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Cliff Mass is sounding the alarm on his blog, about some pretty serious weather incoming from the Pacific:

Starting Thursday, we will enter a period of extraordinarily active weather with the potential for heavy rain, flooding, and a highly dangerous windstorm with the potential to be an historic event. The coastal waters and shoreline areas could well experience hurricane-force gusts, with a lesser but serious threat for strong winds over the interior. Keep in mind that there is still uncertainty in the forecasts, more so for the wind than the rain.

I have no more insight into the likely impact of these storms than the average STB reader, but disruption and delay to all modes of travel in Western Washington seems certain, and the Puget Sound Friday freeway commute, in particular, is probably something you’ll want to avoid if you can. On the coasts of Washington and Vancouver Island, rain will be torrential, and wind gusts may approach hurricane force, so nonessential travel anywhere near there should be avoided.

Keep an eye out for updates from the National Weather Service and local agencies (WSDOT, King County Metro, Sound Transit, Pierce Transit, Intercity Transit, Community Transit). My favorite reading in these situations is the detailed local synopsis put out four times daily by the NWS.

8 Replies to “Storm Warning for Friday and Saturday”

  1. Let’s talk about I-732 in the same sentence as ST-3, Eric. Both legitimately belong in the National Defense budget. Lose your immune and circulatory systems, and you don’t keep shooting very long.

    Mark Dublin

  2. Along with OneBusAway, a Seattle transit rider will want some sort of Doppler weather app for one’s phone. It is so helpful to see an approaching storm on an app and plan accordingly when on foot or transit. I use the Raindar app.

  3. Thursday night’s storm is a slam dunk in terms of forecast confidence that we’ll see a wind storm; but it’s still not clear whether this is a “once per season” magnitude of windstorm or if it’s going to be a bit stronger than that. If the low center tracks over the tip of the Olympic Peninsula then winds will be much stronger than if it stays 50 miles off the coast. Regardless, expect fairly widespread power outages, especially since leaves are still on the trees (this is the “sail” effect). Winds should start picking up in earnest around 5pm, so you might regret staying a few minutes late at your desk. Saturday night’s storm is truly eye-popping. The track of the storm is everything, and models haven’t come into agreement. There is good reason for the high uncertainty: the storm is currently transitioning from a “tropical” storm (a super-typhoon, in fact) which means its energy source is warm water at the surface, to a mid-latitude storm with an energy source of temperature *gradient*, which is at altitude (the jet stream). So…it’s currently near Japan, being swooped up by the jet stream, and will fly across the ocean as a weak, moist disturbance until it hits the right conditions off our coast, where it will explosively intensify over 18 hours and turn north as it reaches its peak. Any initial small errors in the forecast would grow exponentially (in time) in a case like this, hence the uncertainty. If it turns north while tracking along our coast, we get Columbus Day Storm 1962 type damage. If it turns north and stays a couple hundred miles from our coast, then we *just* get, say 50mph wind gusts in Seattle, but still 35-45ft waves and much stronger winds at the coast. Chance of an historic (once per decade or less) storm: 1 in 3. Chance of a catastrophic just-shy-of-Columbus-Day storm: 1 in 6. So at this point it’s a 2-in-3 chance that it’s similar to or a bit stronger than Thursday’s storm, but…1-in-6 is still definitely a number to keep and eye on. This is a rare event regardless of whether the track is perfect to be catastrophic for us. Once the storm has finished its extra-tropical transition we can hope to see consistency between models and consistency between successive runs of the same model, and then we’ll have much more confidence. Give it another 36 hours and maybe we’ll have a better idea, but prepare now just in case.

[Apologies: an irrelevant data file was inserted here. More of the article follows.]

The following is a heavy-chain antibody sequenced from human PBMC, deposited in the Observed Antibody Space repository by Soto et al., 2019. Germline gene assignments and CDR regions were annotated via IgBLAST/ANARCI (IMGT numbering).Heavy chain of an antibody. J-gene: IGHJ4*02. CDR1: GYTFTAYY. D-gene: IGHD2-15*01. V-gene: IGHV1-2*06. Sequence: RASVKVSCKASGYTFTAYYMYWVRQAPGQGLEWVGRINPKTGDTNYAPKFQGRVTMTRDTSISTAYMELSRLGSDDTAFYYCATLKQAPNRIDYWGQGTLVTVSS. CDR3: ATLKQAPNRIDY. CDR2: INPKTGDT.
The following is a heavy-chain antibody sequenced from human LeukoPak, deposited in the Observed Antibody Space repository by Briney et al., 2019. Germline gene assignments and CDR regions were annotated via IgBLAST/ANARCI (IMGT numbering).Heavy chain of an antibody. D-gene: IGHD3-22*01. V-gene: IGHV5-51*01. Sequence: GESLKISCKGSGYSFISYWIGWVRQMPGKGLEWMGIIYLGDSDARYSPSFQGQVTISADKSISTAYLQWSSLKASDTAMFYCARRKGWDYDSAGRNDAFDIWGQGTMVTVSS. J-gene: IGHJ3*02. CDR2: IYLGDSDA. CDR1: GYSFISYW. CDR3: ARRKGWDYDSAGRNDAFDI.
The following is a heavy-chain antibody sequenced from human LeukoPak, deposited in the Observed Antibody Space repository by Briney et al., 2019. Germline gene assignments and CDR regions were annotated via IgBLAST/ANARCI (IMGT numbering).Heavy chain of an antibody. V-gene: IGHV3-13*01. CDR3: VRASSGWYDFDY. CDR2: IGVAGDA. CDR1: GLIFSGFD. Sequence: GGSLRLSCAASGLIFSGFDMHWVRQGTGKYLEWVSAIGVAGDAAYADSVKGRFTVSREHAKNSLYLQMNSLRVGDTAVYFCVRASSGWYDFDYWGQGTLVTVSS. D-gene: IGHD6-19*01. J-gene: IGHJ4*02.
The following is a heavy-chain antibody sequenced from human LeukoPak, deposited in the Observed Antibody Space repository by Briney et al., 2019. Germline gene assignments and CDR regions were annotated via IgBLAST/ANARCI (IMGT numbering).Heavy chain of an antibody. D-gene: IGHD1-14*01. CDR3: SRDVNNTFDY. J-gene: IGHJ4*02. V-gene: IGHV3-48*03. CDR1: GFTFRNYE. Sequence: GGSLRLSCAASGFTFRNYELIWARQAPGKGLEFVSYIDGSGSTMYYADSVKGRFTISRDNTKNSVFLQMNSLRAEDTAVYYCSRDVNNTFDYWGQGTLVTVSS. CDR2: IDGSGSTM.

-A meteorologist and STB regular reader

  4. We’ll definitely see some outages in greater Seattle, but even I’m uncertain as to how the Link catenary or the Metro trolley wires are gonna hold up despite its separation from the regular grid.

    1. In past storms, it seems the biggest issues have been trees knocking the lines down. I don’t know that Link has a lot of trees near its lines since its above-ground segments are either elevated or center running in a wide roadway. It is unfortunate that there is no turnback at the south tunnel portal since that would allow them to run trains entirely below ground if there were an extended power outage at the maintenance yard.

      As for the trolley routes, now that Metro operates trolleys that can go off wire it might not be as huge of an impact as it used to be, though obviously still disruptive.

      1. Link itself will probably be ok, but the feeders to various substations may go dead. Also, underground vaults could fill up with water due to severe water intrusion.

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